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ADDRESS OF JOHN PAUL II
TO THE PASTOR, CHAPLAINS AND ASSISTANTS
OF THE MILITARY ORDINARIATE FOR ITALY 

Thursday, 6 May 1999

 

Dear Brothers and Sisters,

1. It is a great pleasure to welcome each of you, members of the Italian Armed Forces, who have wished to visit me in such large numbers at the end of the first Synod of the Military Ordinariate Church. I affectionately greet your Pastor, Archbishop Giuseppe Mani, and thank him for the kind words he expressed to me on behalf of those present. With him I greet the Military Ordinaries of other nations, who have shared this moment of sincere communion with you. My cordial thoughts also turn to the representatives of the various religious confessions involved in providing spiritual care for military personnel who have wished to enrich your Synod with their presence.

I next wish to thank the Minister of Defence, the Honourable Undersecretaries and Chiefs of the General Staff for their significant presence at such an important event for the Military Ordinariate Church. Finally, I am pleased to extend my affectionate greetings to the chaplains and women religious who offer their valuable moral and spiritual support to all who carry out such an important service to the national community. I also express my best wishes for peace and happiness in the risen Lord to all those who in different ways collaborate with the Armed Forces.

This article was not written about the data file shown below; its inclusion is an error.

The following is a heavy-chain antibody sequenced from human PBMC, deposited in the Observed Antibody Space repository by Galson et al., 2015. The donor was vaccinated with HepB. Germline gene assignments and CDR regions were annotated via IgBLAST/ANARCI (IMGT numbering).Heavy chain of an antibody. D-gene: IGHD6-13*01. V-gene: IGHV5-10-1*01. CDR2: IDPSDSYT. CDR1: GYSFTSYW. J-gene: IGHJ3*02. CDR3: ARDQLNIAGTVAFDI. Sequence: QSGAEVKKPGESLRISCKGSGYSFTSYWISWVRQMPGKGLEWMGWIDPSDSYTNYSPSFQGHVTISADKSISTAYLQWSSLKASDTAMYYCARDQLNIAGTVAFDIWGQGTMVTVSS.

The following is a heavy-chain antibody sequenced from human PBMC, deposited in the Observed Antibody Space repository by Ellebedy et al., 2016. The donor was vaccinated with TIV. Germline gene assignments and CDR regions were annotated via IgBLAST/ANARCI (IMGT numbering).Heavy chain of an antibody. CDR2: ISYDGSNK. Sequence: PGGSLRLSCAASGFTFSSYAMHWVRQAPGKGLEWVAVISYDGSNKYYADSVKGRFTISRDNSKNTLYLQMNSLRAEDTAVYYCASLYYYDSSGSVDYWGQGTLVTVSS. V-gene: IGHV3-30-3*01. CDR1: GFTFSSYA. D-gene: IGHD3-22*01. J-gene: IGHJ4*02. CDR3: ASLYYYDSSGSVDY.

2. The spiritual care of Italian military personnel since the unification of Italy has always been a constant concern of the Church which, through the generous work of many priests, guaranteed that those committed to serving their country would not go without the Word of God and the sacraments. This presence became more widespread and better organized after the First World War, when the Holy See, in agreement with the authorities of the Italian State, provided spiritual assistance for the Armed Forces by establishing a Military Vicariate for Italy with a Military Ordinary.

Chaplains have played an irreplaceable spiritual and human role, sharing the life and problems of the Armed Forces and offering everyone the light of the Gospel and divine grace. In this service, which is often humble and hidden, there have been wonderful priests who have honoured the Church and the Armed Forces.

Among them I am pleased to recall Bl. Secondo Pollo, a zealous and esteemed teacher of young people. He ended his earthly life at only 33 years of age on 26 December 1941, on the Montenegro front, hit by machine-gun fire while helping his Alpine soldiers who had been wounded in an ambush. Let us ask of him, sacrificed in the violence of war in that same Balkan region where the tragic clash of arms echoes once again, to obtain for that tormented land the gift of a lasting peace in which the rights of every person are respected.